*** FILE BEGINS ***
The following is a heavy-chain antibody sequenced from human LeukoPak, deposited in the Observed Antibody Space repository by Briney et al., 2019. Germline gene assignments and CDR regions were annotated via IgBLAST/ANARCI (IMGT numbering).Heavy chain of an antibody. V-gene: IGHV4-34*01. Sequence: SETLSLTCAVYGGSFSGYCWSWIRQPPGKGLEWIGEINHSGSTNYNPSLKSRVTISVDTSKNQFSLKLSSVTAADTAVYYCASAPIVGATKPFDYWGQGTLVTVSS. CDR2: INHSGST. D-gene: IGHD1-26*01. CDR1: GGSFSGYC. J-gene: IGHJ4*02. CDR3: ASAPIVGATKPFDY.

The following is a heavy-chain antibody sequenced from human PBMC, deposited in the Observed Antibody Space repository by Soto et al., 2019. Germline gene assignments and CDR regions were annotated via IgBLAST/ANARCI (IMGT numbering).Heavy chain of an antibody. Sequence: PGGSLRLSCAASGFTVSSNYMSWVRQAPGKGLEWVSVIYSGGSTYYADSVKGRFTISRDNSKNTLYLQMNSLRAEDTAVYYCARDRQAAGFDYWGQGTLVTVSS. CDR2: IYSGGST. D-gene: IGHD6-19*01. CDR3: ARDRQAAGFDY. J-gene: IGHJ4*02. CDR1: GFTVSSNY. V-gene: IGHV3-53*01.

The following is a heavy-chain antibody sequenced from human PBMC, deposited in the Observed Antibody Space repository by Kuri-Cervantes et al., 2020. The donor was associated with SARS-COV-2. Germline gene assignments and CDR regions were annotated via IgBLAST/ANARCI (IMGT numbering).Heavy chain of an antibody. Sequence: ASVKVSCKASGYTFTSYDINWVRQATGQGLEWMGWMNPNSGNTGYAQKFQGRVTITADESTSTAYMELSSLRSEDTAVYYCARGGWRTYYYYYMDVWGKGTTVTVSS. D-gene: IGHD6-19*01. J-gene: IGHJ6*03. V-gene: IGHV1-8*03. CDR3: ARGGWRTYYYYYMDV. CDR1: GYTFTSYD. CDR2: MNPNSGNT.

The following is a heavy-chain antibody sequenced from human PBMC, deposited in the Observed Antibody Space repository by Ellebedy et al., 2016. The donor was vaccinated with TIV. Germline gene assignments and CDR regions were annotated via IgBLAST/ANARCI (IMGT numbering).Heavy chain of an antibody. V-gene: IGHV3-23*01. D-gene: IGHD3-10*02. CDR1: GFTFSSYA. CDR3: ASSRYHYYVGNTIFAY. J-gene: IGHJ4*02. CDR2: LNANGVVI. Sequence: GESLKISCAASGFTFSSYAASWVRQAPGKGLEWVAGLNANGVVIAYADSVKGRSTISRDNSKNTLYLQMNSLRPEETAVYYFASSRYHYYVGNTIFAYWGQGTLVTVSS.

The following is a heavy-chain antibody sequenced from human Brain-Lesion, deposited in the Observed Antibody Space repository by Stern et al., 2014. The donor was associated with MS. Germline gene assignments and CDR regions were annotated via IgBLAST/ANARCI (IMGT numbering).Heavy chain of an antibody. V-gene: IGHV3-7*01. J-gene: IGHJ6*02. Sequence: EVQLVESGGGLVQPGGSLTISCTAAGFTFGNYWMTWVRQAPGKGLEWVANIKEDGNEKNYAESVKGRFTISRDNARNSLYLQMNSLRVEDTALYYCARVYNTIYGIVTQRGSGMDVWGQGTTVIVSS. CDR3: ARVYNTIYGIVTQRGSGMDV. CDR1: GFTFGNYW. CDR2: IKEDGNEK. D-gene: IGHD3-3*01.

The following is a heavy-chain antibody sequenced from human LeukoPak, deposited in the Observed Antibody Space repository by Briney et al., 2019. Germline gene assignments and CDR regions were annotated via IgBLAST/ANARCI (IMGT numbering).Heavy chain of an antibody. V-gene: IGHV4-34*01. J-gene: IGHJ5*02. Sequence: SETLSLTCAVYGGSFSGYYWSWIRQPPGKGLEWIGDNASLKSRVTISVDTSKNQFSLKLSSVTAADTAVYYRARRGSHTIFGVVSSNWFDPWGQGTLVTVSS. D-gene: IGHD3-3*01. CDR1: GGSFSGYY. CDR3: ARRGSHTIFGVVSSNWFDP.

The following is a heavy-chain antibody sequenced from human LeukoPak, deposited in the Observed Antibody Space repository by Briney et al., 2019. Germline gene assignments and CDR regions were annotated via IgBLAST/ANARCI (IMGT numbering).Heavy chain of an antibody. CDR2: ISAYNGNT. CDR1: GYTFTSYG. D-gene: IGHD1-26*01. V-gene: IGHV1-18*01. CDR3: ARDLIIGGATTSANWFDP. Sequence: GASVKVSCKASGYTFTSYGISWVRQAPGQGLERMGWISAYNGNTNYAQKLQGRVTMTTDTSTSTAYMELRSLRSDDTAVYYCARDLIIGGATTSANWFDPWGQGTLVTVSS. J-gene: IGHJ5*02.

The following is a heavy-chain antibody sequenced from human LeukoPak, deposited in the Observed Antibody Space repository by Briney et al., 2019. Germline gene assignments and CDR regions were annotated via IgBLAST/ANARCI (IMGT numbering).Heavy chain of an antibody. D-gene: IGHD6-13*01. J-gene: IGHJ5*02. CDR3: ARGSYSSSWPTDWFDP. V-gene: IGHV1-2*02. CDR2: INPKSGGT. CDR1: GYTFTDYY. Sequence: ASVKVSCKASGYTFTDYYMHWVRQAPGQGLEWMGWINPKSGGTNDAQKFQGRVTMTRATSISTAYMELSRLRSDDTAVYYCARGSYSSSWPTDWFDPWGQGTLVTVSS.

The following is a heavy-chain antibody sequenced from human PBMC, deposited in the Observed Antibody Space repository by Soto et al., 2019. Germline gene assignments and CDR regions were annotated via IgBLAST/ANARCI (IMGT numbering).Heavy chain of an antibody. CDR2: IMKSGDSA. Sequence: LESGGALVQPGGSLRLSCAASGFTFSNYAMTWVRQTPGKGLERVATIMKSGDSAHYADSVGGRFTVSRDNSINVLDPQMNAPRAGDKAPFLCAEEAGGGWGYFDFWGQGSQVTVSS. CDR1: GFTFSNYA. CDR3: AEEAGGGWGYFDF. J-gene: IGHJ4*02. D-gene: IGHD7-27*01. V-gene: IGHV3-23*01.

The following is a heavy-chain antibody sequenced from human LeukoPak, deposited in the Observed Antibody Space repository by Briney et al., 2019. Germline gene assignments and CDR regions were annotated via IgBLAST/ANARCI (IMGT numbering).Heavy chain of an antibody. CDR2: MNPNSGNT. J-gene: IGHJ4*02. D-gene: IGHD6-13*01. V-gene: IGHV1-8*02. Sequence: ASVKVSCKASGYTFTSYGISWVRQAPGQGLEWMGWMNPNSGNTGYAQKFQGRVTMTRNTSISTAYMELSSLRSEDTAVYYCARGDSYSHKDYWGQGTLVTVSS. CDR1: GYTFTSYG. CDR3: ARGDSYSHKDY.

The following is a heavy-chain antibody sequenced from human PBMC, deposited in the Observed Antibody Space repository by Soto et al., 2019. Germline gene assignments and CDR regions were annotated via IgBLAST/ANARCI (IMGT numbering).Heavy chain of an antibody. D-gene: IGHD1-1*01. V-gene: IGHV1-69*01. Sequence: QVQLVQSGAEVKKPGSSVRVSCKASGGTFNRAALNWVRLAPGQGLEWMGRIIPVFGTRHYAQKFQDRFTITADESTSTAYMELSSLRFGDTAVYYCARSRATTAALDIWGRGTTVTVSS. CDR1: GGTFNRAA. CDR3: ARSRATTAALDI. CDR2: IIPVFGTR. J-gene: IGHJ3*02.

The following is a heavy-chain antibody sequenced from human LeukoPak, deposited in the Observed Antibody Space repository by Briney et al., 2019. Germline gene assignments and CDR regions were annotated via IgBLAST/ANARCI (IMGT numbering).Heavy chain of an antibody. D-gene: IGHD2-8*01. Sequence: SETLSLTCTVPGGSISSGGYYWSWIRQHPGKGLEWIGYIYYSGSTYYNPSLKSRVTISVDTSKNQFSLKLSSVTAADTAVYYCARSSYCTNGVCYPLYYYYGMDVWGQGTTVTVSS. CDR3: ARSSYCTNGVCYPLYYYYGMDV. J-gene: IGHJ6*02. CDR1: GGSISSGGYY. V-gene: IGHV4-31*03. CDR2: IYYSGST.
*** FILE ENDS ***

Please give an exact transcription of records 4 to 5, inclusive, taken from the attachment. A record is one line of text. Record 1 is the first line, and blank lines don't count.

The following is a heavy-chain antibody sequenced from human PBMC, deposited in the Observed Antibody Space repository by Ellebedy et al., 2016. The donor was vaccinated with TIV. Germline gene assignments and CDR regions were annotated via IgBLAST/ANARCI (IMGT numbering).Heavy chain of an antibody. V-gene: IGHV3-23*01. D-gene: IGHD3-10*02. CDR1: GFTFSSYA. CDR3: ASSRYHYYVGNTIFAY. J-gene: IGHJ4*02. CDR2: LNANGVVI. Sequence: GESLKISCAASGFTFSSYAASWVRQAPGKGLEWVAGLNANGVVIAYADSVKGRSTISRDNSKNTLYLQMNSLRPEETAVYYFASSRYHYYVGNTIFAYWGQGTLVTVSS.

The following is a heavy-chain antibody sequenced from human Brain-Lesion, deposited in the Observed Antibody Space repository by Stern et al., 2014. The donor was associated with MS. Germline gene assignments and CDR regions were annotated via IgBLAST/ANARCI (IMGT numbering).Heavy chain of an antibody. V-gene: IGHV3-7*01. J-gene: IGHJ6*02. Sequence: EVQLVESGGGLVQPGGSLTISCTAAGFTFGNYWMTWVRQAPGKGLEWVANIKEDGNEKNYAESVKGRFTISRDNARNSLYLQMNSLRVEDTALYYCARVYNTIYGIVTQRGSGMDVWGQGTTVIVSS. CDR3: ARVYNTIYGIVTQRGSGMDV. CDR1: GFTFGNYW. CDR2: IKEDGNEK. D-gene: IGHD3-3*01.